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G N Holland, B I Togni, O C Briones, C R Dawson; A microscopic study of herpes simplex virus retinopathy in mice.. Invest. Ophthalmol. Vis. Sci. 1987;28(7):1181-1190. doi: https://doi.org/.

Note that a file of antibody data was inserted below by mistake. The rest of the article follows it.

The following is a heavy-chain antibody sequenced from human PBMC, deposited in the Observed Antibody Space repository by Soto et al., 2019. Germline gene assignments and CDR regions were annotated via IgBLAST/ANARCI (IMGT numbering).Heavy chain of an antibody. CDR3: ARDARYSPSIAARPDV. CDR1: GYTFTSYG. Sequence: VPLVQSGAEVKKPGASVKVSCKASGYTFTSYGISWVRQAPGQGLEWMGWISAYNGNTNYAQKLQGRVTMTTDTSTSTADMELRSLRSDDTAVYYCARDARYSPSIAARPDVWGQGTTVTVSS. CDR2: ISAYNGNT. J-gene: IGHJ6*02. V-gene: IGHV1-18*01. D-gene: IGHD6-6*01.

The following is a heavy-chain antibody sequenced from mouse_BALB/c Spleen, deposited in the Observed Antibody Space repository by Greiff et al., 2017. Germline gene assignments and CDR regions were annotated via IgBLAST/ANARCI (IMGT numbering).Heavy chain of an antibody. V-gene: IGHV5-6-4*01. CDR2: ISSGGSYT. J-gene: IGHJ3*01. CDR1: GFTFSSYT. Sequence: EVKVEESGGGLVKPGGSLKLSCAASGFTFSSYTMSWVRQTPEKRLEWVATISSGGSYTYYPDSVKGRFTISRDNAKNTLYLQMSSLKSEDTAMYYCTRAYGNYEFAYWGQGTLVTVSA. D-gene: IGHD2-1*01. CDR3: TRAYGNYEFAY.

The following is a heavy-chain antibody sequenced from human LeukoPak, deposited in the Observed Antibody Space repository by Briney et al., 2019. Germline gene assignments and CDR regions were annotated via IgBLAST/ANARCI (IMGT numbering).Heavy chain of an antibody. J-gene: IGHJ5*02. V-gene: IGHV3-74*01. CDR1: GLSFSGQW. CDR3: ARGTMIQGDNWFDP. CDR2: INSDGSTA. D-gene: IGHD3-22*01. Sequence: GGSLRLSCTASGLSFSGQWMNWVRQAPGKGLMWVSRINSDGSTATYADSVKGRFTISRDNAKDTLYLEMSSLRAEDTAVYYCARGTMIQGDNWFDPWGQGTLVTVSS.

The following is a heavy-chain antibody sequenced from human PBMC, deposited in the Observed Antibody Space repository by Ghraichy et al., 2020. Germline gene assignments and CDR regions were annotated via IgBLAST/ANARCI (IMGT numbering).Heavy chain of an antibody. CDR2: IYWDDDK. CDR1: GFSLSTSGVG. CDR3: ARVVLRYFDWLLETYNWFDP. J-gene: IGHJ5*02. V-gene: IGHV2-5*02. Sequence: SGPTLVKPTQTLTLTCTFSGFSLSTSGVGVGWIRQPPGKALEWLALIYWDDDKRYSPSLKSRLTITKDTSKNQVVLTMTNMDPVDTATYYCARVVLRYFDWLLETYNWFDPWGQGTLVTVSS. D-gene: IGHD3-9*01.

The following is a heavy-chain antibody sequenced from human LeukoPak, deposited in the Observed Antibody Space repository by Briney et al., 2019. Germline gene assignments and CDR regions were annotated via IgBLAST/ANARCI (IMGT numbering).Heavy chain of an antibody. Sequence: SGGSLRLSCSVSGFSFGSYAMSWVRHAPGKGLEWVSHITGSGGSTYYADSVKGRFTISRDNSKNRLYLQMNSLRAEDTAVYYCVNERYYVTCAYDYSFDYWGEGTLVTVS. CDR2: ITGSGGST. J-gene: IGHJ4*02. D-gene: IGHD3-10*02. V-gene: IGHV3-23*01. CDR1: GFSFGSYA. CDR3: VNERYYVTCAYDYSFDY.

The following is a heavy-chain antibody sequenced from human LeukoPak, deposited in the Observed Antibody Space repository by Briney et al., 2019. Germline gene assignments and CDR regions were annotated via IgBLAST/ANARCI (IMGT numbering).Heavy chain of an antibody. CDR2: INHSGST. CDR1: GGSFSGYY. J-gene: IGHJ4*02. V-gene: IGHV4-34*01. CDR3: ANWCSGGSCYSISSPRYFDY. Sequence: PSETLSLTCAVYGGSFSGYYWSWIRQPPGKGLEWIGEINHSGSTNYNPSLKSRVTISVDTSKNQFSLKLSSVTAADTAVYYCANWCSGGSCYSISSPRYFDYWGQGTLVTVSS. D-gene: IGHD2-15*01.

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ICR white mice were inoculated with herpes simplex virus (HSV) type I in the anterior chamber of one eye. Animals were killed at intervals of 2, 4, 6, 8, and 10 days and both eyes were obtained for light and electron microscopic study of retinal changes. HSV retinopathy developed in 42 (91%) of 46 inoculated eyes. Fourteen (88%) of sixteen noninoculated eyes examined after the sixth postinoculation day developed HSV retinopathy. The earliest signs of retinopathy in the inoculated eye were peripheral retinal vasculitis and inflammatory cells throughout the nerve fiber layer on day 2. No virus was found in retinal tissue until day 4, at which time disruption of outer retinal layers (outer nuclear layer and layer of rods and cones) was observed in the peripheral retina. The earliest signs of retinopathy in the noninoculated eye were isolated foci of outer retinal disruption in the posterior retina on day 6. The inflammation accompanying early retinal changes of HSV retinopathy were more severe in the inoculated eye. Electron microscopy of both eyes revealed viral particles in the inner nuclear and ganglion cell layers at the time of outer retinal disruption, but viral particles were seen only rarely in the outer retinal layers at this stage. Early disruption of normal retinal architecture may be due to infection and destruction of Muller cells. The retinopathy progressed in both eyes to total destruction of the retina by day 10. Viral infection of the retinal pigment epithelium occurred, but viral particles were seen only rarely in the underlying choroid. This model may be useful for the study of HSV retinopathy in humans.
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